The physical change of water from solid to liquid to gas is the basis of the hydrologic cycle (see Figure 6). The cycling of the Earth’s water is governed by evaporation, transpiration, precipitation, and surface runoff. Each process involves not only the change of water’s physical state, but also its transport and temporary storage.
The hydrologic cycle and its governing processes are essential for purifying water and distributing it across the Earth. The hydrological cycle begins when liquid water is converted into gaseous water vapor through one of two processes. The first process is evaporation, whereby heat from the sun and wind energy convert liquid water into its less dense, gaseous state. The second is transpiration, or the loss of water vapor directly from plants. When taken together, the two processes are called evapotranspiration (see Figure 7). When saltwater evaporates, only pure, freshwater molecules become vapor, leaving the mineral salt behind.
Solar radiation warms the surface of the Earth causing evaporation of moisture into the air. As the warm, moist, less dense air rises into the atmosphere, it cools and then condenses this water vapor into small, liquid water droplets or ice crystals we visualize as clouds. A cloud remains in the sky until the pull of gravity exceeds the ability of the atmosphere to hold it up. Precipitation can be liquid (rain), solid (snow, ice) or a mix of the two states, depending on the air temperature and the pressure.
Many religious traditions have used the hydrologic cycle of rains, floods, and droughts to portray--in mythic stories--the spiritual experience of moving from opportunity, through suffering and sacrifice, to abundance.
The highest levels of evaporation occur over the Earth’s oceans, especially near the equator, where solar heating is most intense, while the greatest amounts of precipitation occur over landmasses. In the oceans, more water is lost through evaporation than is returned via precipitation. On land, more water is gained through precipitation than is lost via evaporation. Surface flow and temporary storage of rainwater in aquifers and surface water bodies keep the water levels in the ocean and on land relatively constant over time.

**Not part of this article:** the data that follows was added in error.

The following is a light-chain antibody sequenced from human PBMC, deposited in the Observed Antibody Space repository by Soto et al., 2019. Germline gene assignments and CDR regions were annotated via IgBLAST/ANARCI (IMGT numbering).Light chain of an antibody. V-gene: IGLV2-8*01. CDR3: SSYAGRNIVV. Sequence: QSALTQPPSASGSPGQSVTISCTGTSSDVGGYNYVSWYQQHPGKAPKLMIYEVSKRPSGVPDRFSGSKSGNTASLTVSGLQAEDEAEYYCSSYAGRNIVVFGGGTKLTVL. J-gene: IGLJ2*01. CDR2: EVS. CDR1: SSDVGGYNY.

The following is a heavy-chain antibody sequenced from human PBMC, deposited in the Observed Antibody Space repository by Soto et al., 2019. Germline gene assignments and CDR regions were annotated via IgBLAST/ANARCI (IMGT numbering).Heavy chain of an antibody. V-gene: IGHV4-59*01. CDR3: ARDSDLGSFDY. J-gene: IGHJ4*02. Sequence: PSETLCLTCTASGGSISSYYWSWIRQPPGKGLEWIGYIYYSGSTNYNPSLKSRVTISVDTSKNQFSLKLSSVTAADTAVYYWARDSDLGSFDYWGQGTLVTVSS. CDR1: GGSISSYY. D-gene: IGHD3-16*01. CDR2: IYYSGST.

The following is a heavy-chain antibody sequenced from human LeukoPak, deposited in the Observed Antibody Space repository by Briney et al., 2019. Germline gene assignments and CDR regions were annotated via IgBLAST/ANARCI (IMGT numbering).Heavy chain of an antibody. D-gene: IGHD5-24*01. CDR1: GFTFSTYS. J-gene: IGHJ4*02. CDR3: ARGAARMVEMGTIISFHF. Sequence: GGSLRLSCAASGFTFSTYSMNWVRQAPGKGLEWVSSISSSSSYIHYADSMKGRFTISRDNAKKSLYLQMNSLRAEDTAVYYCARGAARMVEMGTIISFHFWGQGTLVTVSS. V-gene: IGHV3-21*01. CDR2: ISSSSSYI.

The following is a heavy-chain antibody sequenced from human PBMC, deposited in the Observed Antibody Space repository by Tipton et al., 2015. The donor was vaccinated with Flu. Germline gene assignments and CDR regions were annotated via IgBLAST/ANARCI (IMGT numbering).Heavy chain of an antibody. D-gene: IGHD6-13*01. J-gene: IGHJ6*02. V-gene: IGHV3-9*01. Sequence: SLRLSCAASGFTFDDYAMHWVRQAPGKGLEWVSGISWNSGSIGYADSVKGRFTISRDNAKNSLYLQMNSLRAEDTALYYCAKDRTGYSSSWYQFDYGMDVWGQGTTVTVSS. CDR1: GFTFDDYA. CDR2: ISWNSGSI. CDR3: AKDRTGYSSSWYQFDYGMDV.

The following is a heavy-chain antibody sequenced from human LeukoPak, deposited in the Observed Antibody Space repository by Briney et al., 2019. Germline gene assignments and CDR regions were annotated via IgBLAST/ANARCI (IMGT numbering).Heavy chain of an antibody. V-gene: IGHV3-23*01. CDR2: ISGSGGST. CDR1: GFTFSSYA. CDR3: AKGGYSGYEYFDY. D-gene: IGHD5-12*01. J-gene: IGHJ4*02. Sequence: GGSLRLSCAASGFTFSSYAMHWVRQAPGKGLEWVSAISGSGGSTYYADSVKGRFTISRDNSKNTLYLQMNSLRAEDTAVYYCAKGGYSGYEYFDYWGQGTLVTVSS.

Water has 'intrinsic value'. This is a value for "its own sake." You can already see the high value of water’s unique properties and its role in the hydrologic cycle.
The rate at which water moves through the hydrological cycle depends on its physical state and place at any given moment. Water moves most rapidly as water vapor in the atmosphere. Water does not stay in the atmosphere very long; the average retention time of atmospheric water vapor is nine days. The retention time of surface water stored in lakes is much longer, six to seven years on average. In some large, deep lakes the retention time is greater than 10,000 years. Groundwater stored underground in aquifers is slow moving and also has a very long retention time. The water in many groundwater aquifers can take thousands of years to return to the ocean. Most fresh water is stored in glaciers and ice caps, which are formed by long-term climate patterns. Our warming global climate is melting and releasing this water at a higher rate than usual, changing natural hydrological patterns. We have already encountered this problem in the Ganges case study that opened this chapter. The phenomenon of climate change will be thoroughly explored in Chapter 6.
Learn more about the water cycle and its connection to sustainability by watching Sustainability: Water, a video sponsored by the National Science Foundation and NBC Learn.
Some fluctuation in precipitation is a common part of the hydrologic cycle, and can cause periodic drought or floods. During times of drought, water stored in bodies with long retention times (e.g. snowfields, lakes, rivers, aquifers) can supplement the scarce supply. During floods, water may become so abundant that natural ecosystems are damaged or destroyed.